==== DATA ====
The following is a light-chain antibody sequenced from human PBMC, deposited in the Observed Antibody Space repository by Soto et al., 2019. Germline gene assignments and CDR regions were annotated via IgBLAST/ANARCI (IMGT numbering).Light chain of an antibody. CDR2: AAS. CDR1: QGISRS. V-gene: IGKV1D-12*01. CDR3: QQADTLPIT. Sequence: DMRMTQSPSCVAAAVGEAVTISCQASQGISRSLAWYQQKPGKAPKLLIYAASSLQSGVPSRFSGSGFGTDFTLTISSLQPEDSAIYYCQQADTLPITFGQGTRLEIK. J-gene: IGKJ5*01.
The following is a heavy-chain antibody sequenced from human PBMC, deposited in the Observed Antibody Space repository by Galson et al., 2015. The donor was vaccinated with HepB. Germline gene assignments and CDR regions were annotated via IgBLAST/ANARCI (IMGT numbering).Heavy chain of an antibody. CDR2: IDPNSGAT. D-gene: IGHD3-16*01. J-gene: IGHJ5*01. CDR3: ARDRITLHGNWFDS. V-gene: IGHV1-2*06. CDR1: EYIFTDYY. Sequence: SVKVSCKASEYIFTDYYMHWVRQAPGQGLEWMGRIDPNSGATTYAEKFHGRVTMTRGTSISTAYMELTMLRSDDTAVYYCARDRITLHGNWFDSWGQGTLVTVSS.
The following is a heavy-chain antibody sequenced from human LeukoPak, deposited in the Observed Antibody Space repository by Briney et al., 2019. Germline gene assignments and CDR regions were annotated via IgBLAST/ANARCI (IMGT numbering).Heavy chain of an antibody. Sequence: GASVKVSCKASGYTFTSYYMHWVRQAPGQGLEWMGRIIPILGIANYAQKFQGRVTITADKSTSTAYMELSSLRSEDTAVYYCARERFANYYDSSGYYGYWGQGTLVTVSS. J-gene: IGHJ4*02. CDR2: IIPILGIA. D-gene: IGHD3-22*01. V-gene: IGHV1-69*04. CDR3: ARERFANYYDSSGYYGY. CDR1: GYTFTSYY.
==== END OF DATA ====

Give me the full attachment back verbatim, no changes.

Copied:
The following is a light-chain antibody sequenced from human PBMC, deposited in the Observed Antibody Space repository by Soto et al., 2019. Germline gene assignments and CDR regions were annotated via IgBLAST/ANARCI (IMGT numbering).Light chain of an antibody. CDR2: AAS. CDR1: QGISRS. V-gene: IGKV1D-12*01. CDR3: QQADTLPIT. Sequence: DMRMTQSPSCVAAAVGEAVTISCQASQGISRSLAWYQQKPGKAPKLLIYAASSLQSGVPSRFSGSGFGTDFTLTISSLQPEDSAIYYCQQADTLPITFGQGTRLEIK. J-gene: IGKJ5*01.
The following is a heavy-chain antibody sequenced from human PBMC, deposited in the Observed Antibody Space repository by Galson et al., 2015. The donor was vaccinated with HepB. Germline gene assignments and CDR regions were annotated via IgBLAST/ANARCI (IMGT numbering).Heavy chain of an antibody. CDR2: IDPNSGAT. D-gene: IGHD3-16*01. J-gene: IGHJ5*01. CDR3: ARDRITLHGNWFDS. V-gene: IGHV1-2*06. CDR1: EYIFTDYY. Sequence: SVKVSCKASEYIFTDYYMHWVRQAPGQGLEWMGRIDPNSGATTYAEKFHGRVTMTRGTSISTAYMELTMLRSDDTAVYYCARDRITLHGNWFDSWGQGTLVTVSS.
The following is a heavy-chain antibody sequenced from human LeukoPak, deposited in the Observed Antibody Space repository by Briney et al., 2019. Germline gene assignments and CDR regions were annotated via IgBLAST/ANARCI (IMGT numbering).Heavy chain of an antibody. Sequence: GASVKVSCKASGYTFTSYYMHWVRQAPGQGLEWMGRIIPILGIANYAQKFQGRVTITADKSTSTAYMELSSLRSEDTAVYYCARERFANYYDSSGYYGYWGQGTLVTVSS. J-gene: IGHJ4*02. CDR2: IIPILGIA. D-gene: IGHD3-22*01. V-gene: IGHV1-69*04. CDR3: ARERFANYYDSSGYYGY. CDR1: GYTFTSYY.